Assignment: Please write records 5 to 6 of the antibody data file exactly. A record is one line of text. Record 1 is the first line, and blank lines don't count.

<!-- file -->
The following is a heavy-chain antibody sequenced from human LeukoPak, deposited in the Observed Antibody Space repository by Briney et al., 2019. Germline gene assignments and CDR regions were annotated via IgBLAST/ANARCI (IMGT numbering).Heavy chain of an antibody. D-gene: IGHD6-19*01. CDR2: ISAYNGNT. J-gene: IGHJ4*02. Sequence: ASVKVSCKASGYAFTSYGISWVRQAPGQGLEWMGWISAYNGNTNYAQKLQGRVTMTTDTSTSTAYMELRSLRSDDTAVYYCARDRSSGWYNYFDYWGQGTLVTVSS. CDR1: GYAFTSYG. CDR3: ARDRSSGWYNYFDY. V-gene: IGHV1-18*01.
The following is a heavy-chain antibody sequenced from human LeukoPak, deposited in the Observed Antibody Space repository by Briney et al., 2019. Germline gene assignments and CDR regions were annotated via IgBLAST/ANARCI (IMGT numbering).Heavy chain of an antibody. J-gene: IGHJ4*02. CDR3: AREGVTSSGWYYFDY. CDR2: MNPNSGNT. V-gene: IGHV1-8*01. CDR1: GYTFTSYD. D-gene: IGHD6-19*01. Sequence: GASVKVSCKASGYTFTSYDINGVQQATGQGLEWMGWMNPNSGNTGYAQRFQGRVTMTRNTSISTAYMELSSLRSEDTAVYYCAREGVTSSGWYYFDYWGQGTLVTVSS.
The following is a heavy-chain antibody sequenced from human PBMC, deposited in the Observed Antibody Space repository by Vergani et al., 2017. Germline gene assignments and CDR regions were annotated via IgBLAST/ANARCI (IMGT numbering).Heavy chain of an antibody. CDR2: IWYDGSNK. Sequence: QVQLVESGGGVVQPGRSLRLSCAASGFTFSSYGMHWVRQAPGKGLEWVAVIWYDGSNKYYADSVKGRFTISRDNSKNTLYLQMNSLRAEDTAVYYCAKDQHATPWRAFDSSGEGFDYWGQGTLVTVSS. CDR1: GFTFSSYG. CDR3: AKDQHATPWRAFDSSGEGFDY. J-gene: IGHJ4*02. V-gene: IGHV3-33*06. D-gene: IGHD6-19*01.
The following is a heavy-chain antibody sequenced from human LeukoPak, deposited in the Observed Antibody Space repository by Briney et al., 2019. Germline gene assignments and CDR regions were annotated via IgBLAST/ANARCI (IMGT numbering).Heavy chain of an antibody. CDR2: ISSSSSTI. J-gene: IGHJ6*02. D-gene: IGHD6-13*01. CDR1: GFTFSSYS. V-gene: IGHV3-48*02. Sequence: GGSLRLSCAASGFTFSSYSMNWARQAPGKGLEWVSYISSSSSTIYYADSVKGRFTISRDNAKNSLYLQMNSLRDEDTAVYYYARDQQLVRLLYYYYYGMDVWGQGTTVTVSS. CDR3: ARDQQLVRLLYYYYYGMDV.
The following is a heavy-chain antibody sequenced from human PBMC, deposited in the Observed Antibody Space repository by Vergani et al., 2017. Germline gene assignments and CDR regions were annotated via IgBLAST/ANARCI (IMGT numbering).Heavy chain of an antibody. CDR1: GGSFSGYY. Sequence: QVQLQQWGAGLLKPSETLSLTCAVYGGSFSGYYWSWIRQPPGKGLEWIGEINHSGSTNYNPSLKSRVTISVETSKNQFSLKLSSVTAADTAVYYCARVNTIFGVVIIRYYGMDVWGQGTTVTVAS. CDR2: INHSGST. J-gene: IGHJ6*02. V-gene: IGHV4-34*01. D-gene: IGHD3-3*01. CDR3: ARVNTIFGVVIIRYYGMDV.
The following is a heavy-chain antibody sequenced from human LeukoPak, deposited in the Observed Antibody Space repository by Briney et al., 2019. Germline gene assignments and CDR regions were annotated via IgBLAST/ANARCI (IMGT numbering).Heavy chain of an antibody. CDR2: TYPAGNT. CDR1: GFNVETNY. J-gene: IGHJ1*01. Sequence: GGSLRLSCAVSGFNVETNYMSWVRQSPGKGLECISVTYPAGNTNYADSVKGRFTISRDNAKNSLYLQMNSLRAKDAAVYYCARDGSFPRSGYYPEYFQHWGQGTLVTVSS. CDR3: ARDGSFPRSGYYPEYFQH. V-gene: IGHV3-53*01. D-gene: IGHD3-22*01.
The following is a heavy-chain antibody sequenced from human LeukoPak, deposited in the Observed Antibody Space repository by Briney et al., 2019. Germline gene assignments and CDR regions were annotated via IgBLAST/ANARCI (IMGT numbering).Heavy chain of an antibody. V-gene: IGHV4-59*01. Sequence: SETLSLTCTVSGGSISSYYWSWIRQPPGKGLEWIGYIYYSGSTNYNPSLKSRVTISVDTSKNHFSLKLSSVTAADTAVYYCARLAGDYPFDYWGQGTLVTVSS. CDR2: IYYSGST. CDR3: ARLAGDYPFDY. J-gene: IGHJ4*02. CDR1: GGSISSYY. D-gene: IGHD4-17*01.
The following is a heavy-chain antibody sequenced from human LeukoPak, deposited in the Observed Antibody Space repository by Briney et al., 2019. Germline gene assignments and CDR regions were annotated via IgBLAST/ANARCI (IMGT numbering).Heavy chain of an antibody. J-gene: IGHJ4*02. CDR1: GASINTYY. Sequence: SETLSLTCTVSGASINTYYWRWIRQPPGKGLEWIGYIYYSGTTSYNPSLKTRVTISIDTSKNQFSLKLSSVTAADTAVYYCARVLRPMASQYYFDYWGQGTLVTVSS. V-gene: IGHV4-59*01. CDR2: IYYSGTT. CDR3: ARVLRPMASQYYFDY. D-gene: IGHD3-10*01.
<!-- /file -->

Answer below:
The following is a heavy-chain antibody sequenced from human PBMC, deposited in the Observed Antibody Space repository by Vergani et al., 2017. Germline gene assignments and CDR regions were annotated via IgBLAST/ANARCI (IMGT numbering).Heavy chain of an antibody. CDR1: GGSFSGYY. Sequence: QVQLQQWGAGLLKPSETLSLTCAVYGGSFSGYYWSWIRQPPGKGLEWIGEINHSGSTNYNPSLKSRVTISVETSKNQFSLKLSSVTAADTAVYYCARVNTIFGVVIIRYYGMDVWGQGTTVTVAS. CDR2: INHSGST. J-gene: IGHJ6*02. V-gene: IGHV4-34*01. D-gene: IGHD3-3*01. CDR3: ARVNTIFGVVIIRYYGMDV.
The following is a heavy-chain antibody sequenced from human LeukoPak, deposited in the Observed Antibody Space repository by Briney et al., 2019. Germline gene assignments and CDR regions were annotated via IgBLAST/ANARCI (IMGT numbering).Heavy chain of an antibody. CDR2: TYPAGNT. CDR1: GFNVETNY. J-gene: IGHJ1*01. Sequence: GGSLRLSCAVSGFNVETNYMSWVRQSPGKGLECISVTYPAGNTNYADSVKGRFTISRDNAKNSLYLQMNSLRAKDAAVYYCARDGSFPRSGYYPEYFQHWGQGTLVTVSS. CDR3: ARDGSFPRSGYYPEYFQH. V-gene: IGHV3-53*01. D-gene: IGHD3-22*01.